On Tuesday, super-endurance swimmer Diana Nyad addressed both her critics and supporters in a round-table discussion, moderated by the great Steve Munatones, where she addressed many of the concerns that the open water swimming community had about her swim. Our Mike Lewis, who has been an ”observer” on one of her 5 attempts, was a part of this round table that was picked up by major news outlets like CNN.
This discussion is not entirely settled, however. Nyad accurately and honestly answered all of the questions asked of her. If you are someone who still thinks that her swimming through currents was probably her hopping on a boat, if her being touched by doctors meant her being supported by doctors, or that she was somehow towed by a boat, then you’re flat-out calling her and her team liars. That is everyone’s right to do, but it would also be treating “lack of 100% proof that she didn’t do those things” as “proof that she did do those things,” in which case no amount of answers will satisfy you, with specific regard to this swim.
So, in my mind, we’re past that. You may not be past that personally, but for the sake of continuing the conversation, this post is past that.
Diana Nyad has swum from Cuba to Florida. She has swum from Cuba to Florida without a shark cage. She has swum from Cuba to Florida with a specially-designed, reportedly non-buoyant but still protective, FINIS suit, with a jellyfish mask, with shark divers, with a doctor, and with a strong current, but without climbing into a boat, being supported by anything but the water and her suit, and without being towed.
That full paragraph, taken in entirety, is an appropriate description of what she has done, and so long as it is expressed that way, there’s little to refute exactly that.
Here’s where the situation becomes more complex, though. For someone to have claimed a record, for someone to have claimed victory over an unconquerable feat, they have to follow a set of guidelines. Pool swimmers, to break a World Record, have to do so in an approved, legal suit. This is a guideline that has been set. Baseball players, to break a home run record, have to use a bat of a certain size and weight and made of certain materials. That is a guideline that has been set.
These open water challenges (the English Channel, the Catalina Channel, Cuba to Florida) are more on the new frontier, or the Wild West, of sports, however, which lends even further complexity to the debate, and why the debate is not a “done deal”. Open water swimming is like baseball in the 1880′s. The rules were evolving and changing, but there was a process by which rules became rules.
And that is what both sides of this debate, both Nyad skeptics and Nyad supporters, need to remember. Diana Nyad and her team do not get to unilaterally set the parameters of recognized records. They do, however, get a voice, and given how long she’s been a part of the open water community (40-some years), she gets a strong voice.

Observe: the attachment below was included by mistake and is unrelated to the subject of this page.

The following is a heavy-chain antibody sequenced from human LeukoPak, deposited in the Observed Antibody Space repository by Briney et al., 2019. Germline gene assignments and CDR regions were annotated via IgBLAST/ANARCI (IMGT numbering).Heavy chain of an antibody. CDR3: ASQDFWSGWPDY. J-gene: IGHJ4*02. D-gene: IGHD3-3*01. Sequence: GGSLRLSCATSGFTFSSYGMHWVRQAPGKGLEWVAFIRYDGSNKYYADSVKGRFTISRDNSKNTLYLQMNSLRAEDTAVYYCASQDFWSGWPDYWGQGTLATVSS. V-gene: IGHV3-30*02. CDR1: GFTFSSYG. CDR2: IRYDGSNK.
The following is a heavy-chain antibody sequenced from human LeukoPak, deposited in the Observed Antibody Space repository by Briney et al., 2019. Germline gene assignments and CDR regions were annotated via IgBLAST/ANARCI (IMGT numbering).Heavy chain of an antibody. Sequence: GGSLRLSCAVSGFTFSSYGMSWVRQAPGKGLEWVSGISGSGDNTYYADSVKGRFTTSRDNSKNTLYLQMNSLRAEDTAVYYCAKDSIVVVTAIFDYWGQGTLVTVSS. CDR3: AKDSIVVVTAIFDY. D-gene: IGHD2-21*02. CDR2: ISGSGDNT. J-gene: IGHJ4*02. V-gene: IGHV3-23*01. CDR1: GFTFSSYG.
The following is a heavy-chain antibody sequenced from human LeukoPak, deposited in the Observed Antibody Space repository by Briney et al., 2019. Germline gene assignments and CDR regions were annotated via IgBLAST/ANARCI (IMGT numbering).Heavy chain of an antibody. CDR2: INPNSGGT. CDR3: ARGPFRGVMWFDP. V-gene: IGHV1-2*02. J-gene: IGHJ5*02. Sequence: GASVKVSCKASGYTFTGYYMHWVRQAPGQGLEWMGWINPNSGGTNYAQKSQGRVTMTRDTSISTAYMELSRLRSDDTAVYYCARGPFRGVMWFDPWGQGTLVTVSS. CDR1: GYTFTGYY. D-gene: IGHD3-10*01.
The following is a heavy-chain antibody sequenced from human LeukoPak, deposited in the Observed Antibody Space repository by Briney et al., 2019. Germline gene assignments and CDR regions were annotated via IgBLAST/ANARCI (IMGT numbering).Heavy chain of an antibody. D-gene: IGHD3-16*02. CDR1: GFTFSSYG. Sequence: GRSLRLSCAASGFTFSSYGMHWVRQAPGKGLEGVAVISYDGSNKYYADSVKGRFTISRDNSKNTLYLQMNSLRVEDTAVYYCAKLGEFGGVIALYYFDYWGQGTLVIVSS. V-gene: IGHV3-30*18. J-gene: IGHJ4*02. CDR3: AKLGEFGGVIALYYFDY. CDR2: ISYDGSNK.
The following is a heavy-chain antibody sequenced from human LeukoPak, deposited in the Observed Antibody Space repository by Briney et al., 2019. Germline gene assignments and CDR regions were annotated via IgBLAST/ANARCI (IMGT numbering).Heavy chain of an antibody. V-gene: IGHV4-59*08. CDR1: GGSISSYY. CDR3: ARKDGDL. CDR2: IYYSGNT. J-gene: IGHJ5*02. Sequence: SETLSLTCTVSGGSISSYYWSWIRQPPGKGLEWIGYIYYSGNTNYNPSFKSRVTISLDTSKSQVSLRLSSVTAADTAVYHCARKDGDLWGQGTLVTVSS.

These things do matter. How long is this a record for? Is it only a record until someone else comes along and does the same swim, with doctors, with a jellyfish mask, with a FINIS suit, but without shark divers? Which of the multitude of assistances a swimmer can receive determines the difference between “gimmick swim” and “legitimate record-breaking swim”? Which criteria deserves its own record? The community has already decided that Susie Maroney’s 1997 swim of the same distance, but with a shark cage, is of a lesser value than Nyad’s with all of the above mentioned criteria. Where do those restrictions fall next? And make no mistake – there is a lot of money at stake here, so don’t brush aside the need for a clear definition, either.
The easiest (and laziest) rebuttal of the English Channel rules is to simply prey on the “English Channel” part of it and immediately declare them irrelevant. I think Mike Lewis framed them best when he said “this is a much greater distance than the English Channel, and thus needs its own rules,” but to try and say English Channel rules are completely irrelevant is flippant and cheap. They are a basis for great long-distance feats of swimming, and every conversation on open water rules should start there, and evolve as appropriate, just as any ruling by congress or the court system is supposed to begin with the Constitution and its amendments. The English Channel rules are the root of the sport, and the safer way to have this conversation is to start there and move outward to what’s acceptable, because starting with Susie Maroney’s swim, and start to hack things off that negate a swim leaves open the potential for a quagmire.
This conversation has moved beyond “haters” and “giving love” (which, in our eyes, is the easiest way to lose any argument – to say someone who thinks Nyad’s swim was illegitimate is simply an attempt to give a negative connotation to what that person is already saying themselves – that they disagree with what is being presented).
To quote Nyad herself: she did this swim “her way.” Just as Susie Maroney did it “her way”. Those words have rung a bit hollow on some of her fellow open water swimmers, especially when she took very public shots at Chloe McCardell and her team, who tried the swim in June without a jellyfish mask and were done in by a sting. But so long as Nyad, and her supporters, say that they did this swim “her way,” then there can be little to no debate. When she wants a record, though, she has to accept that she has to do things “everyone’s way”.
The conclusion may be just that, that she did. I am not here, in this editorialization, to say whether or not her way was the right way or the wrong way. Until we, as a group, as a community, determine what “the way” is, this is a swim that need live in context. Eventually, it will find its rightful home with permanent residence next to an asterisk, or permanent residence in the record books.